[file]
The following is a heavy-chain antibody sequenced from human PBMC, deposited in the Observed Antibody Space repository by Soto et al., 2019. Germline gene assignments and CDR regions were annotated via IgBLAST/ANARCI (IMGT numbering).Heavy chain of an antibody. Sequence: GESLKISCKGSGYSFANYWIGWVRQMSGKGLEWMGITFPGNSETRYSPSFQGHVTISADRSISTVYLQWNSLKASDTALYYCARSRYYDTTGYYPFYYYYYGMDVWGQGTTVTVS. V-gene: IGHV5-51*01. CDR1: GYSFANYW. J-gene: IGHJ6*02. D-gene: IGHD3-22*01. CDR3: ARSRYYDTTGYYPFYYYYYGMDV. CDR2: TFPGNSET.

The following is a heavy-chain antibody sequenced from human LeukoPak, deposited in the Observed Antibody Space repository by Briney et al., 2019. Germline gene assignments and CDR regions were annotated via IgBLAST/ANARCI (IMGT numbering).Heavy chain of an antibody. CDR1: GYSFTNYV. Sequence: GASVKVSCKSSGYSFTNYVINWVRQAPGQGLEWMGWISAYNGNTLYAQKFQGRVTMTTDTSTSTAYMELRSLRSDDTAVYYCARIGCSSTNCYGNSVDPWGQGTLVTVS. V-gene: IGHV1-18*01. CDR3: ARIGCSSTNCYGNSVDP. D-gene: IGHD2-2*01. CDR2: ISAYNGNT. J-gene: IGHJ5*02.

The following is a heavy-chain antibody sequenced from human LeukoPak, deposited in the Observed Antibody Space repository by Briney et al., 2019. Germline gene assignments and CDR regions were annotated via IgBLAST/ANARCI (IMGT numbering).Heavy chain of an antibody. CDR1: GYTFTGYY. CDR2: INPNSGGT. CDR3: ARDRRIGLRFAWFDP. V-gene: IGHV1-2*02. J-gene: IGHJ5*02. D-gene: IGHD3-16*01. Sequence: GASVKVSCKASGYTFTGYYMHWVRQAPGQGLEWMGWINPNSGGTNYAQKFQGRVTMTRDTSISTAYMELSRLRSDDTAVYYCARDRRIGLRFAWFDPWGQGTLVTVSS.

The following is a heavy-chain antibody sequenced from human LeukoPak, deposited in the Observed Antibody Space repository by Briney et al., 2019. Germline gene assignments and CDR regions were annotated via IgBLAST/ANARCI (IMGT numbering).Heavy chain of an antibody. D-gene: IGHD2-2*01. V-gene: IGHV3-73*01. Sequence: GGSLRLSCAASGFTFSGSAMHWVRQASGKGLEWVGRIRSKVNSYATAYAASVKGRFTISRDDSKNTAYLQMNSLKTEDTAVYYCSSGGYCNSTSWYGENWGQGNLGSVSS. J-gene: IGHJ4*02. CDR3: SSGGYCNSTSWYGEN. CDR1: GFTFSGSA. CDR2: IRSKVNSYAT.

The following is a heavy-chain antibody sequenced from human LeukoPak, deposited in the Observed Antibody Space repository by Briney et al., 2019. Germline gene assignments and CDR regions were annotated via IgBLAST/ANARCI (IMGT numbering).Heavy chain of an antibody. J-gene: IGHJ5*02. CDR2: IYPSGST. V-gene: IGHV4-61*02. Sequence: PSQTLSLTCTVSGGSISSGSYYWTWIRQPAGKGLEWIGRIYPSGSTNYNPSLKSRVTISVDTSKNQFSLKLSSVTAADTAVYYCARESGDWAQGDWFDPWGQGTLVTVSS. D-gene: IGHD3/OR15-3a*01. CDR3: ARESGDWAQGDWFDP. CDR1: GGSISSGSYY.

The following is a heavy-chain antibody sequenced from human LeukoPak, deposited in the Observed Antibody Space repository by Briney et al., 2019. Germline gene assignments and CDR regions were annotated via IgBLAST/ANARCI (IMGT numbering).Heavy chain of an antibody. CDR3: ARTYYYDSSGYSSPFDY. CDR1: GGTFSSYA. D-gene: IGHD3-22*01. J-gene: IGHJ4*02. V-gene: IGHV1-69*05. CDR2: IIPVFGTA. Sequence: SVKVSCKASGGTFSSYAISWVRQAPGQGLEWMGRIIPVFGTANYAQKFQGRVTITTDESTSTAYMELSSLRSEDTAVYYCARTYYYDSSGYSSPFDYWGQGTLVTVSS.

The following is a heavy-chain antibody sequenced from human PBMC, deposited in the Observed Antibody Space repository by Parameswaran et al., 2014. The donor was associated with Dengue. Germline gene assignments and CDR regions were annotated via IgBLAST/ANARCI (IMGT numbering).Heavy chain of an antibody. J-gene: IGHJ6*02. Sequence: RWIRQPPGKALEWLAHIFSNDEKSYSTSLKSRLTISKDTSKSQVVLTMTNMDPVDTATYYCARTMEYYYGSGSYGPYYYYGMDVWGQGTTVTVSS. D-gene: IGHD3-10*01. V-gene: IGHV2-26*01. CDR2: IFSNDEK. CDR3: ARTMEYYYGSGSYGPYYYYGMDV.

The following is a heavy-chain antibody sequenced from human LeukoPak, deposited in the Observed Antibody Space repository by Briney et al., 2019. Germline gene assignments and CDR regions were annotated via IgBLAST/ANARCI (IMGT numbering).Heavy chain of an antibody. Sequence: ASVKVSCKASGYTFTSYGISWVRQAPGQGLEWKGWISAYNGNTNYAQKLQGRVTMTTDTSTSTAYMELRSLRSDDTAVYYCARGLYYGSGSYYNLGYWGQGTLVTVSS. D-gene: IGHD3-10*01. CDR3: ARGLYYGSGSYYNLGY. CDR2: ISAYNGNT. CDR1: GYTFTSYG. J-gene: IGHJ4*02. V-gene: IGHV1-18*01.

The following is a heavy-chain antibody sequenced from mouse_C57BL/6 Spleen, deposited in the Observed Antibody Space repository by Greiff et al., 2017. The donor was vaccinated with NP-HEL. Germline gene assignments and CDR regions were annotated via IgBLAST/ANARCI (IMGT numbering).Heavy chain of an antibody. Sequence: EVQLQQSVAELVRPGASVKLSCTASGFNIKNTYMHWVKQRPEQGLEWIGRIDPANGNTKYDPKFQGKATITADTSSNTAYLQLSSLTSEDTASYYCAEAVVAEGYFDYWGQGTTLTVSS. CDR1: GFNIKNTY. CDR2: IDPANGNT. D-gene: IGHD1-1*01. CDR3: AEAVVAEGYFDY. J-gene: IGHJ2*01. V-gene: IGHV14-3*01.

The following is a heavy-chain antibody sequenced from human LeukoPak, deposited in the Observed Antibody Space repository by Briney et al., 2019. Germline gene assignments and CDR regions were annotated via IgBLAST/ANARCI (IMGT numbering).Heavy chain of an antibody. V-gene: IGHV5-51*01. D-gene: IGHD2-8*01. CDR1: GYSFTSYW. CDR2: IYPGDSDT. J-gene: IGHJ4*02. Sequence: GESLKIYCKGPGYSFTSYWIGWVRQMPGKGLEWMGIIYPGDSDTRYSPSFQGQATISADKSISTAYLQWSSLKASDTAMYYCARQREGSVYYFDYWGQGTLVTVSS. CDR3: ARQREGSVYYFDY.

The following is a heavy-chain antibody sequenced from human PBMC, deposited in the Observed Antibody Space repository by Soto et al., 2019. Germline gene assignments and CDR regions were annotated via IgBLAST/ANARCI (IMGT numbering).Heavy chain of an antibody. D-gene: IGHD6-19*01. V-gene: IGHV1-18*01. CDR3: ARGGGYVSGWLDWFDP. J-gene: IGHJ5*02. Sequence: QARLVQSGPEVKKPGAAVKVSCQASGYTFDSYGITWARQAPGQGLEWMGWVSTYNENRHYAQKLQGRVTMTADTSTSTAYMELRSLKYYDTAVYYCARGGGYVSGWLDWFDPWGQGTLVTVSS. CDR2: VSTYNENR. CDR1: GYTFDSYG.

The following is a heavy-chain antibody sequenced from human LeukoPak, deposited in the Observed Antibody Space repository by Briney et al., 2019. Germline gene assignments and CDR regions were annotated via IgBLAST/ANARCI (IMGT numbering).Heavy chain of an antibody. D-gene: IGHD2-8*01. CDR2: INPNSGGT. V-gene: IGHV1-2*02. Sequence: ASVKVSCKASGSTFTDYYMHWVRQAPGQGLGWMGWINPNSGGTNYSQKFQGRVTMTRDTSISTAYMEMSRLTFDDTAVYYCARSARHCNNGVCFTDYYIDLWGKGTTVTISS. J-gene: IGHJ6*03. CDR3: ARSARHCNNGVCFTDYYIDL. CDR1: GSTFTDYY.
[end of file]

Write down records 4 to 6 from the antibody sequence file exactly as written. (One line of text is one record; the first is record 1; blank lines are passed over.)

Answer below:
The following is a heavy-chain antibody sequenced from human LeukoPak, deposited in the Observed Antibody Space repository by Briney et al., 2019. Germline gene assignments and CDR regions were annotated via IgBLAST/ANARCI (IMGT numbering).Heavy chain of an antibody. D-gene: IGHD2-2*01. V-gene: IGHV3-73*01. Sequence: GGSLRLSCAASGFTFSGSAMHWVRQASGKGLEWVGRIRSKVNSYATAYAASVKGRFTISRDDSKNTAYLQMNSLKTEDTAVYYCSSGGYCNSTSWYGENWGQGNLGSVSS. J-gene: IGHJ4*02. CDR3: SSGGYCNSTSWYGEN. CDR1: GFTFSGSA. CDR2: IRSKVNSYAT.

The following is a heavy-chain antibody sequenced from human LeukoPak, deposited in the Observed Antibody Space repository by Briney et al., 2019. Germline gene assignments and CDR regions were annotated via IgBLAST/ANARCI (IMGT numbering).Heavy chain of an antibody. J-gene: IGHJ5*02. CDR2: IYPSGST. V-gene: IGHV4-61*02. Sequence: PSQTLSLTCTVSGGSISSGSYYWTWIRQPAGKGLEWIGRIYPSGSTNYNPSLKSRVTISVDTSKNQFSLKLSSVTAADTAVYYCARESGDWAQGDWFDPWGQGTLVTVSS. D-gene: IGHD3/OR15-3a*01. CDR3: ARESGDWAQGDWFDP. CDR1: GGSISSGSYY.

The following is a heavy-chain antibody sequenced from human LeukoPak, deposited in the Observed Antibody Space repository by Briney et al., 2019. Germline gene assignments and CDR regions were annotated via IgBLAST/ANARCI (IMGT numbering).Heavy chain of an antibody. CDR3: ARTYYYDSSGYSSPFDY. CDR1: GGTFSSYA. D-gene: IGHD3-22*01. J-gene: IGHJ4*02. V-gene: IGHV1-69*05. CDR2: IIPVFGTA. Sequence: SVKVSCKASGGTFSSYAISWVRQAPGQGLEWMGRIIPVFGTANYAQKFQGRVTITTDESTSTAYMELSSLRSEDTAVYYCARTYYYDSSGYSSPFDYWGQGTLVTVSS.